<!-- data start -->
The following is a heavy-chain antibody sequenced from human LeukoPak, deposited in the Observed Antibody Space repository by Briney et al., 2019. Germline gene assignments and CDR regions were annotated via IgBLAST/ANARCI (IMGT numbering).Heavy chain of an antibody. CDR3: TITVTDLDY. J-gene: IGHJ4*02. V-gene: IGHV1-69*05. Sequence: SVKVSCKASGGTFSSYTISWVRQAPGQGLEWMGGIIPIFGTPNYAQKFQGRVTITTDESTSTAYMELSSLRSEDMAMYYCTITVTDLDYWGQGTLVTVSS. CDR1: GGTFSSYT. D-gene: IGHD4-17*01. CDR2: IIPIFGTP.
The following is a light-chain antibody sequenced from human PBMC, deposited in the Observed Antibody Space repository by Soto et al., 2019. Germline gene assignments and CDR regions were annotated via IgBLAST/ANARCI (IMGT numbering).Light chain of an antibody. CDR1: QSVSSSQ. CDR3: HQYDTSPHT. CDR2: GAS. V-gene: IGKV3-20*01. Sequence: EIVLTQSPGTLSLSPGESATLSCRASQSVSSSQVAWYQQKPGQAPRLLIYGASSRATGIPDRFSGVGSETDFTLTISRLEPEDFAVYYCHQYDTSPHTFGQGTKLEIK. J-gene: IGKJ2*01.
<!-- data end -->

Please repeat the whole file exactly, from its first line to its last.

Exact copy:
The following is a heavy-chain antibody sequenced from human LeukoPak, deposited in the Observed Antibody Space repository by Briney et al., 2019. Germline gene assignments and CDR regions were annotated via IgBLAST/ANARCI (IMGT numbering).Heavy chain of an antibody. CDR3: TITVTDLDY. J-gene: IGHJ4*02. V-gene: IGHV1-69*05. Sequence: SVKVSCKASGGTFSSYTISWVRQAPGQGLEWMGGIIPIFGTPNYAQKFQGRVTITTDESTSTAYMELSSLRSEDMAMYYCTITVTDLDYWGQGTLVTVSS. CDR1: GGTFSSYT. D-gene: IGHD4-17*01. CDR2: IIPIFGTP.
The following is a light-chain antibody sequenced from human PBMC, deposited in the Observed Antibody Space repository by Soto et al., 2019. Germline gene assignments and CDR regions were annotated via IgBLAST/ANARCI (IMGT numbering).Light chain of an antibody. CDR1: QSVSSSQ. CDR3: HQYDTSPHT. CDR2: GAS. V-gene: IGKV3-20*01. Sequence: EIVLTQSPGTLSLSPGESATLSCRASQSVSSSQVAWYQQKPGQAPRLLIYGASSRATGIPDRFSGVGSETDFTLTISRLEPEDFAVYYCHQYDTSPHTFGQGTKLEIK. J-gene: IGKJ2*01.